Fighting Phytophtora using micro-climate
The new radio telescope of the LOFAR (Low Frequency Array) project is based on tens of thousands of antennas that are connected to each other with a large ICT infrastructure. LOFAR_Agro will make use of this infrastructure and has chosen as its first application the measurement of the micro-climate in potato crops. This information will be used to improve the advice on how to combat phytophtora within a crop, based on the circumstances within each individual field.
Phytophthora is a fungal disease in potatoes, which can enter a field through a variety of sources. The development and associated attack of the crop depends strongly on the climatological conditions within the field.
The factors that are most important indicators for the development of phytophtora are: temperature, humidity and whether or not the leaves are wet.
Sensors with wireless communication capabilities are being developed right now and are generally expected to be as small as a fertilizer pellet by 2010. Further miniaturization is likely and these sensors may ultimately resemble dust. Prices are expected to decrease to about one dollar each.
Motes in LOFAR_Argo
The phytophtora project will make use of Motes, which consist of a radio transmitter and a sensor board. The radio works at a frequency of 433 MHz and can cover distances of up to 15-30 meters. The sensor part of the Mote, measures air pressure, temperature, relative humidity and illumination. Because the humidity of the soil is also a major factor in the development of the micro climate, a number of sensors that measure soil humidity will also be included in each field.
Wireless Sensor Network
About a hundred motes will form a network within a field. These motes will pass information to each other which will ultimately be gathered together at a collection-point known as a Field-Gateway at the edge of a field. The information from a local meteorological station will be added to the data stream. The wireless sensors are capable of determining their relative positions within the field, so that it is automatically known for which part of the area under study the micro-climate applies.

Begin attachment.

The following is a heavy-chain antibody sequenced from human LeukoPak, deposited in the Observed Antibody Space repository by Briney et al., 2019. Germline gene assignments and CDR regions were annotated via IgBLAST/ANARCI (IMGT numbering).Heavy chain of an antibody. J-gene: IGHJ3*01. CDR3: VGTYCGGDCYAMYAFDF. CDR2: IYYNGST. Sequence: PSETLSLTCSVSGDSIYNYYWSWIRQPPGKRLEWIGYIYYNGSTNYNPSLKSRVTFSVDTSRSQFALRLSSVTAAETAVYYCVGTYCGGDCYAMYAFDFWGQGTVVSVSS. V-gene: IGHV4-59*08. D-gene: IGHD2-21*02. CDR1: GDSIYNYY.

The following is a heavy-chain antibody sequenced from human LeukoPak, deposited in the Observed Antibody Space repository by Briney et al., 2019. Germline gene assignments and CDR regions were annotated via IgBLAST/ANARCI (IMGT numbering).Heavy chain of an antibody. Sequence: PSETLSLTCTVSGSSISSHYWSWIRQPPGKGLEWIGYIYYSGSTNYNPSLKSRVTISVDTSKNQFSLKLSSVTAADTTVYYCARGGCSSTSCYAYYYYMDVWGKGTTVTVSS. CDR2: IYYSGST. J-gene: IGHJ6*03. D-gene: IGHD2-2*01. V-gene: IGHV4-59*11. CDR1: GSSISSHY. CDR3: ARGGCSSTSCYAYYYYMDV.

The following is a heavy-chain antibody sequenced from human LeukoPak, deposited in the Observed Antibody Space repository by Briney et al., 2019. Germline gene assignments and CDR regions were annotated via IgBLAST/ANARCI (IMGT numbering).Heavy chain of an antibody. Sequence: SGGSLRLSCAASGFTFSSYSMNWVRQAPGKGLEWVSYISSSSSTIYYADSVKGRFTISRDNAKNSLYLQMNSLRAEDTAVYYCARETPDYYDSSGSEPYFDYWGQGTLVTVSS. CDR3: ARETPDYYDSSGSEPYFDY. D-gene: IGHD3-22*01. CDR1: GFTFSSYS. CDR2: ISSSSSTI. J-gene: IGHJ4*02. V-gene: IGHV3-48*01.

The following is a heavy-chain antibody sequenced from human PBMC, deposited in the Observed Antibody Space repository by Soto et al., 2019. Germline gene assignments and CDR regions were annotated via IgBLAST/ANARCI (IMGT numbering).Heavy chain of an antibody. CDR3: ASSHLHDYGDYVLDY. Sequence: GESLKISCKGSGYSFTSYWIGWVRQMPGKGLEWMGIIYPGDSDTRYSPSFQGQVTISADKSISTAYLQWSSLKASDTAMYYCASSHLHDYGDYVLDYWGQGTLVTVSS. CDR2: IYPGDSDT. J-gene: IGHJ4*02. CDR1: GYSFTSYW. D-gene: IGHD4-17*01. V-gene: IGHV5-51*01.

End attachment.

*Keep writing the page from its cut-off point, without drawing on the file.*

The Agro Server collects the data streams from the Field Gateways on the different parcels of land. The information is checked and stored in a database, together with any other relevant data that is available. Users may be granted (restricted) access to the data on the Agro Server, which may also be pre-processed on the server before it is made available.
The decision support system (DSS) which helps the farmer to combat phytophtora in his crop, gathers the information from the meteorological station and the wireless sensors from the Agro Server. Based on this information maps will be made of the temperature distribution within the fields, as well as other quantities. Together with the weather forecast this information will be usedby the DSS to develop a strategy on how the disease can best be prevented or controlled. It will alert the farmer of patches within his fields which are most susceptible and can be used to gauge the steps that need to be taken.
Pilot in 2005
The project will start in two plots of potatoes adjacent to the core of the LOFAR array in Borger-Odoorn in the province of Drenthe. It will be possible to follow the developments within the fields via internet.
Participants in LOFAR-Agro
LOFAR_Agro is joint project of the following institutes and companies: ASTRON, Kverneland Mechatronics, Vertis, Opticrop, the Technical University in Delft and from Wageningen University Farm Technology, Agrotechnology & Food (A&F) Innovations and Plant Research International. A&F is leading the project.
Dr. D. Goense daan [dot] goense [at] wur [dot] nl (daan [dot] goense [at] wur [dot] nl) or phone: +31 317 476 326.